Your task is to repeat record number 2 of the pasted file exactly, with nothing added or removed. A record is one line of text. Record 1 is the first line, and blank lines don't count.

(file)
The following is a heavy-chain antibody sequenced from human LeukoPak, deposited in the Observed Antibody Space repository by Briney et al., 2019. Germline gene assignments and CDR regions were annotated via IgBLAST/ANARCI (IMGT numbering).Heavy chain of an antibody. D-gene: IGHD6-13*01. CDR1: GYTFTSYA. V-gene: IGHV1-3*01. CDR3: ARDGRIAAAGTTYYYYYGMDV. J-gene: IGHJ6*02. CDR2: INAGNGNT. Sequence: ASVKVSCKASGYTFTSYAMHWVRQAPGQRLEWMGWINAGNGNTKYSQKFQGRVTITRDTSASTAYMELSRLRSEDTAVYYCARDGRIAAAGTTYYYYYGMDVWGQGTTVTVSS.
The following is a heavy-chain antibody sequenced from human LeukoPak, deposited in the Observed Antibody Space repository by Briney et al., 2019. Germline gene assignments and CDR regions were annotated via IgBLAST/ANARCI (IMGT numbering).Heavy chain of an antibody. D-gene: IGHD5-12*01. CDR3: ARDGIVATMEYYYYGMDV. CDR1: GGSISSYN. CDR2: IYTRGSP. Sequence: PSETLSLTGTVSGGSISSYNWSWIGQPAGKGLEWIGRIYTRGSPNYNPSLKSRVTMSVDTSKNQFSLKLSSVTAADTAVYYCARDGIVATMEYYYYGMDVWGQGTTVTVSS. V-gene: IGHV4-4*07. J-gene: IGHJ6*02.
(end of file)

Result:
The following is a heavy-chain antibody sequenced from human LeukoPak, deposited in the Observed Antibody Space repository by Briney et al., 2019. Germline gene assignments and CDR regions were annotated via IgBLAST/ANARCI (IMGT numbering).Heavy chain of an antibody. D-gene: IGHD5-12*01. CDR3: ARDGIVATMEYYYYGMDV. CDR1: GGSISSYN. CDR2: IYTRGSP. Sequence: PSETLSLTGTVSGGSISSYNWSWIGQPAGKGLEWIGRIYTRGSPNYNPSLKSRVTMSVDTSKNQFSLKLSSVTAADTAVYYCARDGIVATMEYYYYGMDVWGQGTTVTVSS. V-gene: IGHV4-4*07. J-gene: IGHJ6*02.